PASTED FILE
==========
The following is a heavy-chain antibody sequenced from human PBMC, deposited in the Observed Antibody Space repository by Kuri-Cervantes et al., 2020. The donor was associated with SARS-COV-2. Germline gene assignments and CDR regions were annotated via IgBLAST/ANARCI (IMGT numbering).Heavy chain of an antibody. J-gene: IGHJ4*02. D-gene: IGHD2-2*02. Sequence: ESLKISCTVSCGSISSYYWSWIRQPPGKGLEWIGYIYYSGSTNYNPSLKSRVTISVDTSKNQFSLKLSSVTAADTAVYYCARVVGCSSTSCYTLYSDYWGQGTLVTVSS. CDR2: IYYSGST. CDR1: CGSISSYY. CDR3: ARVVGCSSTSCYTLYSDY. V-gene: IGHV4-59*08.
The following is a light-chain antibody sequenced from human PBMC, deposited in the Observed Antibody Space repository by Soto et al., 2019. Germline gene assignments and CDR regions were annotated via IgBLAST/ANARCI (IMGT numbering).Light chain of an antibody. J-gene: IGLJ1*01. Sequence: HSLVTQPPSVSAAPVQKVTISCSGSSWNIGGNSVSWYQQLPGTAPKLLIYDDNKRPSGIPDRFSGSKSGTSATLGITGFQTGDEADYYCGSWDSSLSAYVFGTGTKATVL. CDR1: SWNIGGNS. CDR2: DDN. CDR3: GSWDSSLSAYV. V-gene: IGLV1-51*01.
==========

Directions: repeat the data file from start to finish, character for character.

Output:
The following is a heavy-chain antibody sequenced from human PBMC, deposited in the Observed Antibody Space repository by Kuri-Cervantes et al., 2020. The donor was associated with SARS-COV-2. Germline gene assignments and CDR regions were annotated via IgBLAST/ANARCI (IMGT numbering).Heavy chain of an antibody. J-gene: IGHJ4*02. D-gene: IGHD2-2*02. Sequence: ESLKISCTVSCGSISSYYWSWIRQPPGKGLEWIGYIYYSGSTNYNPSLKSRVTISVDTSKNQFSLKLSSVTAADTAVYYCARVVGCSSTSCYTLYSDYWGQGTLVTVSS. CDR2: IYYSGST. CDR1: CGSISSYY. CDR3: ARVVGCSSTSCYTLYSDY. V-gene: IGHV4-59*08.
The following is a light-chain antibody sequenced from human PBMC, deposited in the Observed Antibody Space repository by Soto et al., 2019. Germline gene assignments and CDR regions were annotated via IgBLAST/ANARCI (IMGT numbering).Light chain of an antibody. J-gene: IGLJ1*01. Sequence: HSLVTQPPSVSAAPVQKVTISCSGSSWNIGGNSVSWYQQLPGTAPKLLIYDDNKRPSGIPDRFSGSKSGTSATLGITGFQTGDEADYYCGSWDSSLSAYVFGTGTKATVL. CDR1: SWNIGGNS. CDR2: DDN. CDR3: GSWDSSLSAYV. V-gene: IGLV1-51*01.